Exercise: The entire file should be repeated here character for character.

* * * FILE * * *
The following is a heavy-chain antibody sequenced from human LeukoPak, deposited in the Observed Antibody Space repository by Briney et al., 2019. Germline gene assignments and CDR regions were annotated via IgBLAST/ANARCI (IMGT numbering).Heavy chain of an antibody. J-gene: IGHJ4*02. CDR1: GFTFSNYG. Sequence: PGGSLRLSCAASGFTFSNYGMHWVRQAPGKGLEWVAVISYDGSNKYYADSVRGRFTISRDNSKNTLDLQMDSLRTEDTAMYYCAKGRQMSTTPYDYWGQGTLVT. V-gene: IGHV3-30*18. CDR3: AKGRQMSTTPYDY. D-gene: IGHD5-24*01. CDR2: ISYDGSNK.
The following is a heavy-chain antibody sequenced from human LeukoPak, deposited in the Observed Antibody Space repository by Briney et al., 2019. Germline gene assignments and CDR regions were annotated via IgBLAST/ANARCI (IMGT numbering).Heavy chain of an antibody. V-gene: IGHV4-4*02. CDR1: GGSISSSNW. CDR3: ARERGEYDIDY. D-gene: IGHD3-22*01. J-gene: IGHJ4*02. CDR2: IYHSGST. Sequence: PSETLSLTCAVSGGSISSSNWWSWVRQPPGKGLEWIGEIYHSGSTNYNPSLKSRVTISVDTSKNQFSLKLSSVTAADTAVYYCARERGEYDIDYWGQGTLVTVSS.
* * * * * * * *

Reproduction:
The following is a heavy-chain antibody sequenced from human LeukoPak, deposited in the Observed Antibody Space repository by Briney et al., 2019. Germline gene assignments and CDR regions were annotated via IgBLAST/ANARCI (IMGT numbering).Heavy chain of an antibody. J-gene: IGHJ4*02. CDR1: GFTFSNYG. Sequence: PGGSLRLSCAASGFTFSNYGMHWVRQAPGKGLEWVAVISYDGSNKYYADSVRGRFTISRDNSKNTLDLQMDSLRTEDTAMYYCAKGRQMSTTPYDYWGQGTLVT. V-gene: IGHV3-30*18. CDR3: AKGRQMSTTPYDY. D-gene: IGHD5-24*01. CDR2: ISYDGSNK.
The following is a heavy-chain antibody sequenced from human LeukoPak, deposited in the Observed Antibody Space repository by Briney et al., 2019. Germline gene assignments and CDR regions were annotated via IgBLAST/ANARCI (IMGT numbering).Heavy chain of an antibody. V-gene: IGHV4-4*02. CDR1: GGSISSSNW. CDR3: ARERGEYDIDY. D-gene: IGHD3-22*01. J-gene: IGHJ4*02. CDR2: IYHSGST. Sequence: PSETLSLTCAVSGGSISSSNWWSWVRQPPGKGLEWIGEIYHSGSTNYNPSLKSRVTISVDTSKNQFSLKLSSVTAADTAVYYCARERGEYDIDYWGQGTLVTVSS.